– By Kingwa Kamencu
It was on a brightly lit stage in China, 2006, that Segenet Kelemu had her road-to-Damascus moment. “I was being given an award for having trained many Chinese graduate students who had returned to their country and were making an impact. As I was handed a gold medal by the president of China, I felt very embarrassed as they read out all the things I had done. I thought: Here I am from a dirt-poor country in Africa, and I’m making a difference in China.”
The Friendship Award of the People’s Republic of China was for her work as senior scientist at the International Centre for Tropical Agriculture (CIAD) in Cali, Colombia. On returning to Colombia — where she lived — she informed her husband and daughter that they would be going to Africa. The nagging whisper at the back of her head telling her to return to the continent, had risen to a shout. Though Dr Kelemu had no idea what would happen next, fate would arrange for the then International Livestock Research Institute (ILRI) director-general, Carlos Sere, to ring, asking her to set up a project in Kenya. “I’d been recommended to him as the person that would make it work.” The ILRI project involved the creation of a biotechnology centre for 18 East and Central African countries taking up the role of director of the Biosciences Eastern and Central Africa (BecA) Hub at ILRI.
Having proved herself on this front, she then moved to the Kofi Annan-chaired Alliance for a Green Revolution in Africa (AGRA) as vice president, where she headed programmes for a year, until she was appointed to head the International Centre for Insect Physiology and Ecology (ICIPE) in Nairobi in 2013. This is her current role of director-general. Dr Kelemu is ICIPE’s fourth CEO and the first woman to lead it. We meet in her ICIPE office. I find the scientist warm, personable and humorous, full of witty quips and anecdotes. Dr Kelemu describes her upbringing in Finoteselam, a lush green village in northwestern Ethiopia, as happy and carefree, remembering herself as curious, spirited and independent minded. While these traits are helpful in the scientific world, they got her in constant trouble as a child.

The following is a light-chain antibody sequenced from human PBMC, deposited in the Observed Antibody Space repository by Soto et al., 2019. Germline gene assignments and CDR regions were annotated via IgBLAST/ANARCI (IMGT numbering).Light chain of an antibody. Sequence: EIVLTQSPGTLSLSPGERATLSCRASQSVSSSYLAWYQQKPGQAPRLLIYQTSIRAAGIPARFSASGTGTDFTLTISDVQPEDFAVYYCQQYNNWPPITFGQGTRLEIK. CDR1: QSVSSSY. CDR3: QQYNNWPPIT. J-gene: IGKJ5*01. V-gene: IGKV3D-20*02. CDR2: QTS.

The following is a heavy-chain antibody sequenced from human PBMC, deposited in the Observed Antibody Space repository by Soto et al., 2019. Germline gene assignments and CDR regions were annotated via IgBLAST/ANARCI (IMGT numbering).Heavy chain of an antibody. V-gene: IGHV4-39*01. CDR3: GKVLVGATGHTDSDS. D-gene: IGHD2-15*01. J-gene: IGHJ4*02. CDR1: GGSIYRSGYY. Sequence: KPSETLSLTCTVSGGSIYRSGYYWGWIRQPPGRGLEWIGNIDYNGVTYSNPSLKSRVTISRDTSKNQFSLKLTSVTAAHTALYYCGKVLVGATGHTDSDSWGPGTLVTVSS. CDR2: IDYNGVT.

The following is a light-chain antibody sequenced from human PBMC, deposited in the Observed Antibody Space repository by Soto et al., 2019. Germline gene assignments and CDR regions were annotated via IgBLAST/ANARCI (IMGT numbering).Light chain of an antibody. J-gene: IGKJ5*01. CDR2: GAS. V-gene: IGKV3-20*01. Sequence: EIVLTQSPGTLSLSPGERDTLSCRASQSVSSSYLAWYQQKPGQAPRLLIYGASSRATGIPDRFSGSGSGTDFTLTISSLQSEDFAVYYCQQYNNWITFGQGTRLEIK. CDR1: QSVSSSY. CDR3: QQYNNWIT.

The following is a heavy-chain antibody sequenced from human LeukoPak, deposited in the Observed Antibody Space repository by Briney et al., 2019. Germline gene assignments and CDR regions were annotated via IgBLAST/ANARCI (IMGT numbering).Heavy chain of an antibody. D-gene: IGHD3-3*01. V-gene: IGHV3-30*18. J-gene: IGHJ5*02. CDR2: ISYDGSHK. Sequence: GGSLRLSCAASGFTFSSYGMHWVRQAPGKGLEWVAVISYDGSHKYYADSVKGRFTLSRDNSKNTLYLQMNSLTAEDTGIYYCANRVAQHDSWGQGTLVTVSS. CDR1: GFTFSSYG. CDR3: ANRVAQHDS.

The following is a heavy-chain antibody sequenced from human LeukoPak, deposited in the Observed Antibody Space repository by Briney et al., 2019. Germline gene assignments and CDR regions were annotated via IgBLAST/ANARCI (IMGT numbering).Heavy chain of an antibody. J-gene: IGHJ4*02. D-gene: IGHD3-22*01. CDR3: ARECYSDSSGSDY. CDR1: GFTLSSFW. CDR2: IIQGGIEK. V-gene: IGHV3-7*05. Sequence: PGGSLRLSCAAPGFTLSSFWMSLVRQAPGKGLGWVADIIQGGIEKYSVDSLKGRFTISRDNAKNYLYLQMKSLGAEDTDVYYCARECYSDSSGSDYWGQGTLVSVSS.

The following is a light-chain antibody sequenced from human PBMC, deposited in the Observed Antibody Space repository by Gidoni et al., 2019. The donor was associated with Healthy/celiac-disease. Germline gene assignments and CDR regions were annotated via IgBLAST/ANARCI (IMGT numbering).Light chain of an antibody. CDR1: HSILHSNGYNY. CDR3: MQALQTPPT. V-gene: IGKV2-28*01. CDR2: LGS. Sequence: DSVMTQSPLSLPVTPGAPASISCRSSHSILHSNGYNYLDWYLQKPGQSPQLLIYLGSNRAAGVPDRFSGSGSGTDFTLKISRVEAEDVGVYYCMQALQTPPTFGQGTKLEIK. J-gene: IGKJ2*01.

“I was always challenging things, poking my nose into things that didn’t concern me. I’d challenge the priests in church, which would horrify my mother. She would say that I’d drop dead for that or be punished by God.” However, this precociousness would provide the wind in her sails. With marriage considered the main priority for girls in her society then, Dr Kelemu, who preferred climbing trees and playing football with boys, was seen as an anomaly. “As a woman, you were not supposed to walk fast, you had to look down when talking to people and only speak when spoken to. Women were not supposed to shout, climb trees or play soccer. I did all these things. I rode donkeys, played soccer with the boys and ran when I wanted to.” This meant that while suitors trooped to seek her sister’s hand in marriage, almost no one was interested in Segenet. She chuckles about it, giving credit to her parents for having the foresight to send her and her sisters to school in the first place.
In school, the young girl was just as rambunctious as she was outside of it, but amidst it all, a top student. This enabled her to get away with challenging and contradicting her teachers in class, having read the textbooks ahead of everyone else. “The teachers were fabulous. If you were a good student, you got away with a lot of things. They’d always say they knew I’d get far, that I’d get somewhere big.” The regular thrashings and spankings she got did not deter her from exhibiting this independence of mind. “My desire to do things differently and my curiosity to see why I was being prevented from doing something were stronger than the fear of being spanked. This helped me later in life because I got to see that there’s nothing in life you can’t do; you become fearless.” On the other side of this seeming impishness however, was a strong sense of responsibility that showed itself from a young age and that has served her to date. Out of the seven siblings, her mother chose Segenet to oversee the selling of farm produce at the market, even though she was the middle child.
“My mother always wanted me to be the one to do it because I’d negotiate to sell at the best prices and I’d keep the money safe.” Though an all-round A student, Dr Kelemu chose to follow science and agriculture. “I’d observed how the people around me spent their time concerned with how to feed themselves. So I felt a calling to do something to help. I saw how two university students had made a direct difference in a village they had been sent to teach by helping the people improve their farming practices, and I decided to study agriculture.” A pioneer of sorts, Dr Segenet was the first girl from her region to attend university. Being one of five girls in a class of 200, she nevertheless graduated top of her class. Not only was she breaking stereotypes about women not being as intelligent as men, but she was breaking them in the very male dominated science world!